But perhaps the more interesting and complicated response to your question is another question: what would gaining access to a voice give us? This question is the foundation upon which that scene where Zackary is listening and interpreting Agnes from the tape sits. As a director and storyteller at that moment, I’m thinking, What are we actually learning here? Sure, we might learn a little bit about affect, or tone, but one of the things we know from that research is that Agnes herself understands she is moving through a system that is rigged and designed to exclude people like her. She’s already performing a version of herself—with her voice—to survive and surpass the medical gatekeeping. Because of that, I’m not sure what more access to her voice would have offered us, because, for me, the questions of the film are not “Are we getting everything right? Who are these people? Can we go find them?” But rather, “How are we all implicated in this power grab when we attempt to look back at history in this way? What is at stake and for whom in these kinds of archival and cinematic explorations?”
SW: Related to that question of how one might access the past in an ethical and non-prescriptive way, this documentary seems to, at every turn, trouble that question of access and complicate easy notions of “trans representation.” With this in mind, what does it mean for you to pair the academic alongside the actor and what emerged from that collaboration? Additionally, how do you, one, direct an academic, and two, balance the two types of performances we get in the edit: the reenactments done by actors and the academic’s analysis of what is concurrently transpiring onscreen?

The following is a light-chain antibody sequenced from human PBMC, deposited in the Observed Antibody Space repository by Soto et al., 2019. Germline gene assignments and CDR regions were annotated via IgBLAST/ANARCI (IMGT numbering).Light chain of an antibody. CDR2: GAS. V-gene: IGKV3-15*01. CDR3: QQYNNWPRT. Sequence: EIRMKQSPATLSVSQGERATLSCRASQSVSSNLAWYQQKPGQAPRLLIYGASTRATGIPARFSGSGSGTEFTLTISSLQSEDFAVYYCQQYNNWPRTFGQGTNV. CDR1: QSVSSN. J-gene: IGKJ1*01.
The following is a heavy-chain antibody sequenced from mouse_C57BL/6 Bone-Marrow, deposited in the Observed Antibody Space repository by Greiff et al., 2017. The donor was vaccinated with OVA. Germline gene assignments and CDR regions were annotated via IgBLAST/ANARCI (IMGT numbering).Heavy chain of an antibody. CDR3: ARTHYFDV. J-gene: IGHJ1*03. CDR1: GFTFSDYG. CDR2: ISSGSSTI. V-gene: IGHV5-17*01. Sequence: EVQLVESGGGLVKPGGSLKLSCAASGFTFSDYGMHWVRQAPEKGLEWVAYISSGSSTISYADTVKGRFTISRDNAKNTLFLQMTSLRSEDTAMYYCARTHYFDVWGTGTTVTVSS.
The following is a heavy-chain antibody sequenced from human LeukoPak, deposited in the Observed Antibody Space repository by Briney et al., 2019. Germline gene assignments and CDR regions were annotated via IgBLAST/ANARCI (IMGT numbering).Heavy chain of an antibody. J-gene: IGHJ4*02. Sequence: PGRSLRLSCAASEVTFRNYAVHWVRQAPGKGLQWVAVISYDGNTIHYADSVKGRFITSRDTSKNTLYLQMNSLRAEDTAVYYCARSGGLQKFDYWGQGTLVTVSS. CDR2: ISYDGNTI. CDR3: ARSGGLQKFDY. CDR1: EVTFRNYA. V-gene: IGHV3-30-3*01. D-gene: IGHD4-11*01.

“We also had many, many jokes—which weren’t actually jokes!—about the requirement for trans people to feel glamorous onscreen.”
CJ: I love that question. I think “The Academic and the Actor” could be a whole series! You don’t direct academics, to be perfectly frank! But rather, the work is to create the conditions for their extraordinary expertise and opinion to flourish on screen.
I cite early AIDS activist video work as a formative inspiration for creating moving image environments that really highlight and prioritize a critical approach to aesthetic possibility. So with scholars, there’s less scripting on the day and more careful consideration and curation in the edit. I’m a deep believer that people show up to work—when they understand that they’re going to be recorded—to offer what they want to offer. You can ask them for something else, but you are not usually going to get it! You must follow the lead of your collaborators and participants.
You brought up the short film. If you were to watch the short and the feature back-to-back, you’ll notice that they’re very different films. While they have many of the same collaborators and utilize the same methods—granted, the short film was made on a shoestring budget—they emerge as very different films due to their sociopolitical contexts. The film that we’re making about trans life, trans archives, and documentary in 2017 is a very different beast of a film than that which emerges in 2022. I think the same is true for academics: those who are willing to perform on screen come with an agenda based on who they’re talking to, what they’re motivated to communicate about and why in that particular moment.